Background: Obstructive sleep apnoea (OSA) is associated with high cardiovascular morbidity and mortality and is an independent risk factor for hypertension. Novel circulating cardiovascular risk markers enabling a more accurate prediction of cardiovascular risk have been identified. Examination of these markers may clarify the increased risk in OSA and contribute to an analysis of the benefits of treatment.
Methods: Plasma levels of total cholesterol and triglyceride and activated coagulation factors XIIa and VIIa, factors VII, VIII, XII, fibrinogen, thrombin-antithrombin (TAT), von Willebrand factor antigen (vWFAg), soluble P-selectin (sP-sel), and homocysteine were measured before and after treatment for 1 month with therapeutic or subtherapeutic (control) continuous positive airways pressure (CPAP) in 220 patients with OSA.
Results: Levels of activated coagulation factors XIIa, VIIa, TAT and sP-sel were higher in OSA patients at baseline than in unmatched controls, but did not fall with 1 month of therapeutic CPAP treatment. The raised sP-sel levels correlated only with body mass index (p = 0.002). There was a trend towards a significant fall in total cholesterol with therapeutic CPAP (p = 0.06) compared with the control group. In the therapeutic group there was a clinically significant mean fall in total cholesterol of 0.28 mmol/l (95% confidence interval 0.11 to 0.45, p = 0.001) which may reduce cardiovascular risk by about 15%.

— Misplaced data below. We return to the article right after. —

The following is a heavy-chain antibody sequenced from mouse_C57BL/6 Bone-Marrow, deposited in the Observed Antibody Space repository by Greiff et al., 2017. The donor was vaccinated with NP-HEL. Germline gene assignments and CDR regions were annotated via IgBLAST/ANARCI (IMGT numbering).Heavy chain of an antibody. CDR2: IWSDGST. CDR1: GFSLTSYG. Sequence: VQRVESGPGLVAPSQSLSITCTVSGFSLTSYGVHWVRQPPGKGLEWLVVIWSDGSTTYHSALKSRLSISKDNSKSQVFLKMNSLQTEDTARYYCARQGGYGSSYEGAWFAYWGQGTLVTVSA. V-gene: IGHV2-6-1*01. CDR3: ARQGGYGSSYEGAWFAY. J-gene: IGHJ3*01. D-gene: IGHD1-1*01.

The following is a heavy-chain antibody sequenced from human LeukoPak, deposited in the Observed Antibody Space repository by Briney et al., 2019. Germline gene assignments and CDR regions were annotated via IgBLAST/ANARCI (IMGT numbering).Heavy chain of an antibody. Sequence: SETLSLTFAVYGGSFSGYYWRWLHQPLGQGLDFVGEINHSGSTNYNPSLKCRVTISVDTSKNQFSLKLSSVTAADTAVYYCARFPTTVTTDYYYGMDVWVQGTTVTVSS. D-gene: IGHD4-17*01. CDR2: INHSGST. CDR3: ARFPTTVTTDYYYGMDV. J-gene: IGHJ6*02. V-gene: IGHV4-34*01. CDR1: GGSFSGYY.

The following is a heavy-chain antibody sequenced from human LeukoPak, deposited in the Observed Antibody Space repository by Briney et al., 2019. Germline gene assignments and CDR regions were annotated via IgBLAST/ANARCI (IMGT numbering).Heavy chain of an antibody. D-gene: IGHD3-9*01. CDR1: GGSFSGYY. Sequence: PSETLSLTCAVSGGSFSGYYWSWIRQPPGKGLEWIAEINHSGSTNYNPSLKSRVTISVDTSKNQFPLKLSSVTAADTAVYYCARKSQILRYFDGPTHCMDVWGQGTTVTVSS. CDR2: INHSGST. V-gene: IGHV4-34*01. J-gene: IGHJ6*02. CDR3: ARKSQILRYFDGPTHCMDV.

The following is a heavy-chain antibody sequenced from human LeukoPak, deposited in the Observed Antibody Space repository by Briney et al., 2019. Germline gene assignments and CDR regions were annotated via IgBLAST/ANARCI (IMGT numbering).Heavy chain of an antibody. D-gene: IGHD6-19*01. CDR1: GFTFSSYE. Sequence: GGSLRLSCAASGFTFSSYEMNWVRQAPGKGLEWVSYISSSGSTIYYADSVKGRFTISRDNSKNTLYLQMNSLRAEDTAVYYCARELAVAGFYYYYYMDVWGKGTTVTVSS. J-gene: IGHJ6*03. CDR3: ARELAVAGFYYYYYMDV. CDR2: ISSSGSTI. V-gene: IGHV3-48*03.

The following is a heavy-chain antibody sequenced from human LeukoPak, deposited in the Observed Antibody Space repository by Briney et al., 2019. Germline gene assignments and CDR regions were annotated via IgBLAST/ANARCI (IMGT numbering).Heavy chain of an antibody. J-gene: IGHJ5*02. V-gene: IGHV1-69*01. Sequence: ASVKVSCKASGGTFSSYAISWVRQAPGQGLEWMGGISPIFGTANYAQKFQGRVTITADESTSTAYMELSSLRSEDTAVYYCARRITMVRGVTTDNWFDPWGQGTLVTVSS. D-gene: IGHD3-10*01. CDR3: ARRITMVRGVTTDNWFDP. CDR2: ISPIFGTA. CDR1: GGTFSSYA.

Conclusion: A number of activated coagulation factors are increased in untreated OSA patients, potentially contributing to vascular risk, but they do not fall with 1 month of CPAP treatment. Nasal CPAP may produce a clinically relevant fall in total cholesterol level, potentially reducing cardiovascular risk, but this needs to be verified in a larger prospective study.